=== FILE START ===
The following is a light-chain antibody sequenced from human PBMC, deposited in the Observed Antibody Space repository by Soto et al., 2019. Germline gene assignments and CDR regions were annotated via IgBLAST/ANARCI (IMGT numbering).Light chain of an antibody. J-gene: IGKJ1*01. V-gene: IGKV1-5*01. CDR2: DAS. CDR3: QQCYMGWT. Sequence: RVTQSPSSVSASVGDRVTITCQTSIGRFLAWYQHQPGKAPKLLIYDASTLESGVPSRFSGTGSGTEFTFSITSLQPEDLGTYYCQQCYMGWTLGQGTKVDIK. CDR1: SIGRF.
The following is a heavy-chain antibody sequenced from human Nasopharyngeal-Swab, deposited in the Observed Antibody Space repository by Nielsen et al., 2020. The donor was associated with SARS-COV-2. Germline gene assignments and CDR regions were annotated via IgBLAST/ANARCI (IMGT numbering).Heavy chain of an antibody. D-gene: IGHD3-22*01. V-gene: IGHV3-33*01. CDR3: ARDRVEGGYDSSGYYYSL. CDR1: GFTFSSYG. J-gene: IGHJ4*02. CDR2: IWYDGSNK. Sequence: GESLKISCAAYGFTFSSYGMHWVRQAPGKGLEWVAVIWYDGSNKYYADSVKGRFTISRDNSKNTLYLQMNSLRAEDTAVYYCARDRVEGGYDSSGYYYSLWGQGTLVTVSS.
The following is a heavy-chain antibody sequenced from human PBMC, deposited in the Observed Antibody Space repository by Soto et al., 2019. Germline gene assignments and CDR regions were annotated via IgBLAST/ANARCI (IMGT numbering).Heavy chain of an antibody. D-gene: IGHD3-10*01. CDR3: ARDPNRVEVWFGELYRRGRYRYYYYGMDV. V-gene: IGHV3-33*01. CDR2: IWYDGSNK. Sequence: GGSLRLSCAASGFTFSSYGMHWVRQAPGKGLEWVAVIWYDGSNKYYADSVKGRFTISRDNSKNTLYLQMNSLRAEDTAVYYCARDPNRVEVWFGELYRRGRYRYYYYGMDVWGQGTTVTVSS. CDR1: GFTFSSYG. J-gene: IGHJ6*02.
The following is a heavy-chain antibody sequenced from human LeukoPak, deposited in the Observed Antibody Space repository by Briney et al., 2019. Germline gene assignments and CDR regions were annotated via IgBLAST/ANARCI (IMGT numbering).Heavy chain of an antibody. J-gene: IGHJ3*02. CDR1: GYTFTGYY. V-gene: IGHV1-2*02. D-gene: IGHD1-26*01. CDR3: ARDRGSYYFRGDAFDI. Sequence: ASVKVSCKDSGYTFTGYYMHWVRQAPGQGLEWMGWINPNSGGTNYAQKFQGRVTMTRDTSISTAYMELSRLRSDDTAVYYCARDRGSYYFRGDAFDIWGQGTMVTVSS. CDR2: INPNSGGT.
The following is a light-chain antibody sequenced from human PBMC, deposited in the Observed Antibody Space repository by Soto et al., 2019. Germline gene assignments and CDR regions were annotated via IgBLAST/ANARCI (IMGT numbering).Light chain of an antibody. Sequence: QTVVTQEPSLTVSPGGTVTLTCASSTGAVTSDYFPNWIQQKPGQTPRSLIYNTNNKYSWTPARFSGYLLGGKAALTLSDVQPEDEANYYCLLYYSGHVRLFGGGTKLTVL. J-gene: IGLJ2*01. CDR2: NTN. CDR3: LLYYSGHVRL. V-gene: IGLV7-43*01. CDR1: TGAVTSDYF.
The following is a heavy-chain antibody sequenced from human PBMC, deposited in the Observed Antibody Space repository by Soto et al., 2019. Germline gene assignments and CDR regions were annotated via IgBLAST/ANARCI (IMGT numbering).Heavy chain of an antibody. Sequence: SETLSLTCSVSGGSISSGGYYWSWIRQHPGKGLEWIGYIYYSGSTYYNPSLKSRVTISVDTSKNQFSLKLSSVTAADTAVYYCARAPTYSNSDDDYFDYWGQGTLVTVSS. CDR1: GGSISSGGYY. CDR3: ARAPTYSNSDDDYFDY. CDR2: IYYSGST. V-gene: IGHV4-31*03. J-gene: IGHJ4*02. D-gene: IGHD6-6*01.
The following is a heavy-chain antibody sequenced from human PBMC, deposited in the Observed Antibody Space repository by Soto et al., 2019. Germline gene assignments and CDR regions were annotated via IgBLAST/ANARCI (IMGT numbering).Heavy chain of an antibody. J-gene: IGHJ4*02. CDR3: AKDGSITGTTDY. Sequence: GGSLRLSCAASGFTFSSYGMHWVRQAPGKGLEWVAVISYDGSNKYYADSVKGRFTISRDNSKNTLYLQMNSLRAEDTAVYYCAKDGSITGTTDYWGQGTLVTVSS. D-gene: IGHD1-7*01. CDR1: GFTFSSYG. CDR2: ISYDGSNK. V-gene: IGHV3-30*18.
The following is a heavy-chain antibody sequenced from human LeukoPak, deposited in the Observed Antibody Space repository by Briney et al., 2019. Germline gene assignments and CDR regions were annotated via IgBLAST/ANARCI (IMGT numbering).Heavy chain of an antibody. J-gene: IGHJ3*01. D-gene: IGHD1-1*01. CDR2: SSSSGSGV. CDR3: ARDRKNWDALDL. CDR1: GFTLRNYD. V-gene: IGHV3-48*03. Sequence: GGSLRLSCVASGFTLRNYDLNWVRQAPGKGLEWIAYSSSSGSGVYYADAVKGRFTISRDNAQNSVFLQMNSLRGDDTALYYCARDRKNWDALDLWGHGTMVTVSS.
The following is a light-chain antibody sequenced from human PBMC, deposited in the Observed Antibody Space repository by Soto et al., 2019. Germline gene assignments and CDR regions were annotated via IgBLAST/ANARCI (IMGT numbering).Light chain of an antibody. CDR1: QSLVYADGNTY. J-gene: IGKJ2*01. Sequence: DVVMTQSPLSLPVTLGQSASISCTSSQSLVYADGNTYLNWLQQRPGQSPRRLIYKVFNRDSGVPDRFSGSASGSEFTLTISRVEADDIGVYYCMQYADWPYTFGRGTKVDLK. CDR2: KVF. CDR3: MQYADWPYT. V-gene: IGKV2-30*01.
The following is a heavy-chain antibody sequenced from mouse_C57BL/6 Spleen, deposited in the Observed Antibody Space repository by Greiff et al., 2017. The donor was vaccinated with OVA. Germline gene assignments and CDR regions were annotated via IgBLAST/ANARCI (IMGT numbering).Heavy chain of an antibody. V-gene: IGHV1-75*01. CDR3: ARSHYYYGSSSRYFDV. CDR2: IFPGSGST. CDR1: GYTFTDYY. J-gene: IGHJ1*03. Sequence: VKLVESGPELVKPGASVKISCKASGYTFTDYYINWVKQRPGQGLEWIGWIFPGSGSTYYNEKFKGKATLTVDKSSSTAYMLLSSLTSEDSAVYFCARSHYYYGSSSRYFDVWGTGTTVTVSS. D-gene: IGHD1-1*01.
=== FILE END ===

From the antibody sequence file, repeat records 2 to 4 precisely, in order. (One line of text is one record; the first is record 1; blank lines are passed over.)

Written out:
The following is a heavy-chain antibody sequenced from human Nasopharyngeal-Swab, deposited in the Observed Antibody Space repository by Nielsen et al., 2020. The donor was associated with SARS-COV-2. Germline gene assignments and CDR regions were annotated via IgBLAST/ANARCI (IMGT numbering).Heavy chain of an antibody. D-gene: IGHD3-22*01. V-gene: IGHV3-33*01. CDR3: ARDRVEGGYDSSGYYYSL. CDR1: GFTFSSYG. J-gene: IGHJ4*02. CDR2: IWYDGSNK. Sequence: GESLKISCAAYGFTFSSYGMHWVRQAPGKGLEWVAVIWYDGSNKYYADSVKGRFTISRDNSKNTLYLQMNSLRAEDTAVYYCARDRVEGGYDSSGYYYSLWGQGTLVTVSS.
The following is a heavy-chain antibody sequenced from human PBMC, deposited in the Observed Antibody Space repository by Soto et al., 2019. Germline gene assignments and CDR regions were annotated via IgBLAST/ANARCI (IMGT numbering).Heavy chain of an antibody. D-gene: IGHD3-10*01. CDR3: ARDPNRVEVWFGELYRRGRYRYYYYGMDV. V-gene: IGHV3-33*01. CDR2: IWYDGSNK. Sequence: GGSLRLSCAASGFTFSSYGMHWVRQAPGKGLEWVAVIWYDGSNKYYADSVKGRFTISRDNSKNTLYLQMNSLRAEDTAVYYCARDPNRVEVWFGELYRRGRYRYYYYGMDVWGQGTTVTVSS. CDR1: GFTFSSYG. J-gene: IGHJ6*02.
The following is a heavy-chain antibody sequenced from human LeukoPak, deposited in the Observed Antibody Space repository by Briney et al., 2019. Germline gene assignments and CDR regions were annotated via IgBLAST/ANARCI (IMGT numbering).Heavy chain of an antibody. J-gene: IGHJ3*02. CDR1: GYTFTGYY. V-gene: IGHV1-2*02. D-gene: IGHD1-26*01. CDR3: ARDRGSYYFRGDAFDI. Sequence: ASVKVSCKDSGYTFTGYYMHWVRQAPGQGLEWMGWINPNSGGTNYAQKFQGRVTMTRDTSISTAYMELSRLRSDDTAVYYCARDRGSYYFRGDAFDIWGQGTMVTVSS. CDR2: INPNSGGT.